On Monday night I went to Birkbeck (University of London) for a lecture by Professor David Feldman entitled ‘The Meanings of Antisemitism’. Professor Feldman is the Director of the Pears Institute for the Study of Antisemitism.

There were about 200 there including several haters with form (eg Abe Hayeem, Mike Cushman, Ghada Kharmi). You would have thought that with anti-semitism in the UK at a record level (1,309 incidents nationwide during 2016, a 36 per cent increase from 2015 – CST) there would be some interesting policy content in such a lecture. Particularly with the UK government recently adopting the IHRA definition and even the Labour Party adopting it. And particularly with Feldman having been the Vice Chair of the Chakrabarti Inquiry.

Well – if you would have thought that, you came away profoundly disappointed.

And you would not have been watching the antics of this woefully misnamed Institute and its Director for the last eight years.

But I have.

So I expected nothing.

And I wasn’t disappointed.

He started off by saying that ‘there is confusion over what anti-semitism is’. Translation: “I know that there is a precise definition (the EUMC/IHRA definition) which is accepted by the UK government, the Labour Party, the National Union of Students, the US State Department and the All Party Parliamentary Group Against Antisemitism – to mention just a few. But I don’t agree with it because it says that it’s anti-semitic to call Israel a racist State. To agree with that could be professional suicide for an academic in the humanities. So I’ll play safe by simply saying that there is confusion over what anti-semitism is.”

To ‘prove’ this fallacy Feldman produced some poll data.  He quoted from the Populus poll (for BICOM) carried out in October 2016.  This found that 52% of respondents failed to agree that ‘hating Israel and questioning its right to exist is antisemitic’. But of course it is the right of Jews to say what is antisemitic – just as it is the right of any minority to define prejudice against itself. And the same poll says that taking only Jews, only 6% of them failed to agree that ‘hating Israel and questioning its right to exist is antisemitic’. Moreover this 6% did not disagree – they were neutral.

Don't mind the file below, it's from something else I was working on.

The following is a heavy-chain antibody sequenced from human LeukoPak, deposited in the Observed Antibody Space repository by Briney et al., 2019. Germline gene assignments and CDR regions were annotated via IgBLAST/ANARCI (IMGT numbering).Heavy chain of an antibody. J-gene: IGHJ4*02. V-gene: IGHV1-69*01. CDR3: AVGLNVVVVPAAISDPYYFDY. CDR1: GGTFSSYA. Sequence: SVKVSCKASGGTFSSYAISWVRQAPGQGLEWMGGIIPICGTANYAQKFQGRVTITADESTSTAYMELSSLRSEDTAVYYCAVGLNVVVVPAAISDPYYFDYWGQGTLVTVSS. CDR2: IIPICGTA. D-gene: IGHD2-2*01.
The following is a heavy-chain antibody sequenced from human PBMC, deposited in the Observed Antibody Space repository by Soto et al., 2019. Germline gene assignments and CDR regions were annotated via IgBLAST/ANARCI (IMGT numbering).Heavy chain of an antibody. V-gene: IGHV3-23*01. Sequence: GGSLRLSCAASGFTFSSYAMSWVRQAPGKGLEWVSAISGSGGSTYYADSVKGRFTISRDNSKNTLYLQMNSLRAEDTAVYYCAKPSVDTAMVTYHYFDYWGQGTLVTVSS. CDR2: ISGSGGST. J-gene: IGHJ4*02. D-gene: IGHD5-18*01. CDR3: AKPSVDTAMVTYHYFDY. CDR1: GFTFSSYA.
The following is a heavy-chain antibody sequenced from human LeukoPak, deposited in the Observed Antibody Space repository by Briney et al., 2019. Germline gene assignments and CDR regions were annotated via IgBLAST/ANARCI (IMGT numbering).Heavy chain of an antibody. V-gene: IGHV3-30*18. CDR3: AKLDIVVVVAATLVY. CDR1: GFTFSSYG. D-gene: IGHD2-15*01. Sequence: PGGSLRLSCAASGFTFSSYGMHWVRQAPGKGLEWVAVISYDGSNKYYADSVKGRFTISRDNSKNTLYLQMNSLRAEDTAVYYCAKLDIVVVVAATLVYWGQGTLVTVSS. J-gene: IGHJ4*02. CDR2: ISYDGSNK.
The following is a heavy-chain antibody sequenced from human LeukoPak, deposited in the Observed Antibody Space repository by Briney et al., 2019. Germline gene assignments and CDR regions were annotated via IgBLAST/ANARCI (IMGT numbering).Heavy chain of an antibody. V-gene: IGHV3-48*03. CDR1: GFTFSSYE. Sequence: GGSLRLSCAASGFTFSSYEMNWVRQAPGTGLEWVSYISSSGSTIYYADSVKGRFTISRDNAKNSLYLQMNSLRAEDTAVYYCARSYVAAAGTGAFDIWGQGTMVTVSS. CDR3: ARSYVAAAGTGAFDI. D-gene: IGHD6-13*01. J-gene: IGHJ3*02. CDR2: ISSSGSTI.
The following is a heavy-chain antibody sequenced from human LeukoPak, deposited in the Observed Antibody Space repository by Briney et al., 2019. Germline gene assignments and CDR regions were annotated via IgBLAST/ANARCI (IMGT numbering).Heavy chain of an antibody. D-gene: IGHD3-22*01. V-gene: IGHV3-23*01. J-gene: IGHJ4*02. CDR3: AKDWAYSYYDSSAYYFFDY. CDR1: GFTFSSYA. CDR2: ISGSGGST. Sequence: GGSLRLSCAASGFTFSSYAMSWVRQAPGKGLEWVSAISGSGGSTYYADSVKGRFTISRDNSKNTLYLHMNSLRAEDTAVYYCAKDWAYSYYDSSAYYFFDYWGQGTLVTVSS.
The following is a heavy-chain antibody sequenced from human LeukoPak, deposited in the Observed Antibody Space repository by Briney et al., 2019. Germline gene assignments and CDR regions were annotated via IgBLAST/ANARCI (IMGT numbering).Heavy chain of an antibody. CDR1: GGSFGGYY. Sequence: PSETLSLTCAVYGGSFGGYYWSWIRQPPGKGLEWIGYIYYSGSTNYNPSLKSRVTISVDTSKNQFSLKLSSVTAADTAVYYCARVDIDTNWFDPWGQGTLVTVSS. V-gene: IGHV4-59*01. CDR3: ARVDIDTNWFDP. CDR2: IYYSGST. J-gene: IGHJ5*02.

Similarly he slanted the results from a January 2015 poll. This poll found that over half the population (55%) believe they can explain what ‘anti-semitism’ means. Feldman reported this as “45% were not confident that they could explain what ‘anti-semitism’ means. But that might not be true at all. There may be (say) 30% who are not sure if they can explain it. Leaving just 15% who thought they could not explain it (the full polling data are not published – I have requested it from Populus). And Feldman attempted to strengthen his point by reporting the result for 18-24 year olds (63% did not agree that they could explain anti-semitism). However he failed to quote the results for 55-64’s and over 65s (67% and 71% respectively agreed that they could explain what ‘anti-semitism’ means).

Having attempted (and failed) to prove with statistics that ‘there is confusion over what anti-semitism is’, he then turned to history. Of course the nature of anti-semitism has changed through history – because since 1948 anti-semites have been able to target the collective Jew (the Jewish State) as well as the individual Jew. But that hardly proves his point – that there is confusion NOW over what anti-semitism is. So we got a grand tour of authorities on anti-semitism in the first half of the 20th Century – eg Lucien Wolf and the Reverend James Parkes. About as relevant to anti-semitism in 2017 as an abacus to a laptop.

After about an hour came some limp-wristed conclusions – like ‘legislation is necessarily ideological in nature’ (?). And the ritual slur about Israel, to pass the academic political test: “Israel is widely seen to encompass expropriation, occupation and discrimination”. There followed about 35 minutes of questions. All easy and anodyne. Feldman took three rounds of questions – around 12 in all. I had my hand up throughout. I was sitting in the second row from the front. He obviously saw me — but looked at me as if I was a side dish he hadn’t ordered and doggedly refused to call me to speak. At least that proves he reads my blogs!

The Israel haters will have gone away pleased. But for those expecting some flesh on the bones of the title of the lecture (‘The Meanings of Antisemitism’) – forget it ….this was only the Director of the UK’s single Institute for the Study of Antisemitism, after all ….